…LISP. I have now closed the What are the best features ever added to AutoCAD? poll, and the winner is AutoLISP/Visual LISP, by a long, long way. I don’t always agree with the majority view expressed in the polls here, but in this case I wholeheartedly agree. Adding LISP was the biggest and best thing that ever happened to AutoCAD. Autodesk owes an enormous debt of gratitude to John Walker for incorporating the work of David Betz, who was of course standing on the shoulders of John McCarthy. It’s a crying shame that Autodesk has been so terribly neglectful of Visual LISP for over a decade. Here are your top ten “best ever” AutoCAD features: AutoLISP / Visual LISP (32%) Paper / Model Space / Layouts (21%) Xrefs (20%) Copy / Paste between drawings (19%) Dynamic Blocks (16%) Object Snaps (15%) Layer Visibility per Viewport (12%) Undo (12%) Grips (12%) AutoSnap (9%) Something interesting I noticed is the age of these features: AutoLISP / Visual LISP – 1985 (significantly improved 1999) Paper / Model Space / Layouts – 1990 (significantly improved 1999) Xrefs – 1990 Copy / Paste between drawings – 1991 Dynamic Blocks – 2005 Object Snaps – 1984 Layer Visibility per Viewport – 1990 (improved 2008) Undo – 1986 Grips – 1992 AutoSnap – 1992 The youngest feature here is 6 years old, the oldest is 27. The average top-ten AutoCAD feature is over 20 years old. What does that tell you?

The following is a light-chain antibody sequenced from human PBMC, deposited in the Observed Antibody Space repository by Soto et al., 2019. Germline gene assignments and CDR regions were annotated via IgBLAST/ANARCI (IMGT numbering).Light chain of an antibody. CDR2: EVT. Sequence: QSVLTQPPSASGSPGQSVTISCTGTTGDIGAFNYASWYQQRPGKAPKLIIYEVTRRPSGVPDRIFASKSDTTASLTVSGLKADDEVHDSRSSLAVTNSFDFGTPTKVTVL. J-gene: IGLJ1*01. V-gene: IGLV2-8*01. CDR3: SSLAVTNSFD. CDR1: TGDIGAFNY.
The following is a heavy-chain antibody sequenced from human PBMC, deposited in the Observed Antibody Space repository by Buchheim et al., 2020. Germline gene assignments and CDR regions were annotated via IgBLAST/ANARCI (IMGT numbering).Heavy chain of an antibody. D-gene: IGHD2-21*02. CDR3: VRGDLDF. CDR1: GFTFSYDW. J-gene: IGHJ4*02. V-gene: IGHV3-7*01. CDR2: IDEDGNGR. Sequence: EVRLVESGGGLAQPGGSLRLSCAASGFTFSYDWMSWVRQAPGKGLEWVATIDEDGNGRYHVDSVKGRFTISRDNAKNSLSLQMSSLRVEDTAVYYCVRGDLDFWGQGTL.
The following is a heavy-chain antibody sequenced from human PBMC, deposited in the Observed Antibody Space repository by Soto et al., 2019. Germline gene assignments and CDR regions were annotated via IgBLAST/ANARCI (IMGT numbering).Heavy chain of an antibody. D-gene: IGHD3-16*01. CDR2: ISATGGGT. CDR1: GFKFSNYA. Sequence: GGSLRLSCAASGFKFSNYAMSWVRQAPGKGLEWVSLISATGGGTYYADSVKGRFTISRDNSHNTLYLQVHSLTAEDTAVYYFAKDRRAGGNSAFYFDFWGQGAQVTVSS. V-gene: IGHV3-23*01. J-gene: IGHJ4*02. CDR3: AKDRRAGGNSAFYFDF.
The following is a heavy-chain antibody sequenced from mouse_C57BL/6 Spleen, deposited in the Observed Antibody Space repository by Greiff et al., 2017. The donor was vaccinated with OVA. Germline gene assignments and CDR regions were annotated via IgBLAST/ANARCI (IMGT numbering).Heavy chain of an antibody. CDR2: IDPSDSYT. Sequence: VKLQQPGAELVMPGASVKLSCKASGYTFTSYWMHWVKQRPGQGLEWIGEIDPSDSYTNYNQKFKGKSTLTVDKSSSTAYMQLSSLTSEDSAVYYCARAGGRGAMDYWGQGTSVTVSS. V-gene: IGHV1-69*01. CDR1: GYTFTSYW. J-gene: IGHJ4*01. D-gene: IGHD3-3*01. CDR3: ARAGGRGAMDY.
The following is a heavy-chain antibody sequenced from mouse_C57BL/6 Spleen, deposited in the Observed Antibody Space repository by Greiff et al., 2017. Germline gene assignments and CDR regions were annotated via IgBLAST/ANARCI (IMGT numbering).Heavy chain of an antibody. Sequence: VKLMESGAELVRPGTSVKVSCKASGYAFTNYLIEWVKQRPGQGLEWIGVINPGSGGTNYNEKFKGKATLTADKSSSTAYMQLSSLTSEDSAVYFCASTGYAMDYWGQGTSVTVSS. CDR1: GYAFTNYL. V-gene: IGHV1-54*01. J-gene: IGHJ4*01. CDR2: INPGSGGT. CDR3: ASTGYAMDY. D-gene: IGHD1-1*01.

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Programmers, have your say